"Even though we were lost and couldn't find this room, we have not lost the support and view of the desire of the people", announced Hungarian right-wing MEP Zoltan Balczo ahead of this morning's late-starting press conference. I narrowly avoided choking on my freshly-purchased coffee.
The mobile of French MEP Bruno Golllnisch then rang - it was Nick Griffin, the infamous leader of the British National Party. He was lost and couldn't find the press room.
"You'll have to excuse him", Mr Gollnisch explained, "he's new here."
When he did finally arrive in the press room, wearing an extremely bad pink shirt, pink tie combination and NO poppy, he greeted the rest of the panel and firmly shook the hand of the frail 81-year-old Jean-Marie Le Pen, the controversial French leader of the Front National right-wing party before taking his seat.
Andrew Brons, the other BNP MEP, joined proceedings even later, strolling through the chamber with his white shirt scruffily hanging out at the back. He too was poppy-less. (Clearly, these people have a lot of respect)
Anyway the press conference proceeded and was called to officially announce the formation of the European Alliance of National Movements, whose formation I previously blogged on 26th October (see article), and also to set out the Alliance's "manifesto".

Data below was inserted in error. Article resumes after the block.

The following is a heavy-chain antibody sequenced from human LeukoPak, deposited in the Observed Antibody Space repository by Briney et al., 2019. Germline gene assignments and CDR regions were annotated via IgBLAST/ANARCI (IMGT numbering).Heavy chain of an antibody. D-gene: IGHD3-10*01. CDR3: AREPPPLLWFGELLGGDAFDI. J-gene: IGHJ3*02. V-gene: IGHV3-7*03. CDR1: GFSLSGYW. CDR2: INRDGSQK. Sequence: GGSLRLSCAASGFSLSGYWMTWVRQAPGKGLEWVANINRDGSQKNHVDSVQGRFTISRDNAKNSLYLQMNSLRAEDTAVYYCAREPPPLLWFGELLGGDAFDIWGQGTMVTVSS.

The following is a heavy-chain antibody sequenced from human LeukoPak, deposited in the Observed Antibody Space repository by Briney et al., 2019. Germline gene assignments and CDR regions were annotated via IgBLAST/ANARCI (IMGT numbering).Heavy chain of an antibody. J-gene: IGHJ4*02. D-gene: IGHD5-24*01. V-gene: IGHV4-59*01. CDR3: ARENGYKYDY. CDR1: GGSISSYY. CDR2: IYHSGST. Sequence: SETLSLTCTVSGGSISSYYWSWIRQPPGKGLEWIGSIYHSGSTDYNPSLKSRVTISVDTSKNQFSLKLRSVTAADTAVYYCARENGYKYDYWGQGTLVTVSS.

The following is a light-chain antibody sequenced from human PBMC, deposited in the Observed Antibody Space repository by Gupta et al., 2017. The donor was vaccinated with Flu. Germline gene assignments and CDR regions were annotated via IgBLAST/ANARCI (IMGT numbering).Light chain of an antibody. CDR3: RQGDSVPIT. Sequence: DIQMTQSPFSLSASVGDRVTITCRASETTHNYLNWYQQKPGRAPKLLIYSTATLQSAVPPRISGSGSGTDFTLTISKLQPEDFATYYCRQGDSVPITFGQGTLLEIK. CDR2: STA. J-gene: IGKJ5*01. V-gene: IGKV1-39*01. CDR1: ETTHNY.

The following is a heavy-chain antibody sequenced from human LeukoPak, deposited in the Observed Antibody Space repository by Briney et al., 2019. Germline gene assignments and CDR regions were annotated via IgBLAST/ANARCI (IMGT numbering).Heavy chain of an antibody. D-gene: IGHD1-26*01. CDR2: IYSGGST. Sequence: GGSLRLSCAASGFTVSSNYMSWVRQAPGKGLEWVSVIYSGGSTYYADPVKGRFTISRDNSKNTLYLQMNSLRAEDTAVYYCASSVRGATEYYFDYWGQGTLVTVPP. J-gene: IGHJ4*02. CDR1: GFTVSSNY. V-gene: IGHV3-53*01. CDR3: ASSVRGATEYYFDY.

On a single sheet of plain-printed A4 paper, the "political declaration" of the Alliance declared them to be "mindful of the inalienable values of Christianity, natural law, peace and freedom in Europe", demands the creation of "a Europe of free, independent and equal nations in the framework of a confederation of sovereign nation states, refraining from taking decisions on matters properly taken by the states themselves," and also calls for "the effective protection of Europe against new threats, such as terrorism and religious, political, economic or financial imperialism".
Griffin, it has to be said, was not as controversial as normal - largely because he passed the buck to others to respond to the press questions. Saying that, the 'Holocaust denial' was refuted; although I have no recollection of anyone actually asking him about that, I thought the question he was asked was about the funding the Alliance is hoping to get from the EU...
The most striking part of the conference though was a quite frankly remarkable comment made by French Front National vice-president Bruno Golllnisch who likened the significance of the founding of this new Alliance to the significance of the fall of the Berlin Wall in the context of European history.
Now that time I did choke on my coffee, I even shook my head in disbelief. It was clear that not only had they difficulty in finding the room, but they had difficulty in understanding how wrong they are.
It was a shame that there was no translation available, as although the conference was delivered in English and French, we could all have done with someone translating their ideas into something more European...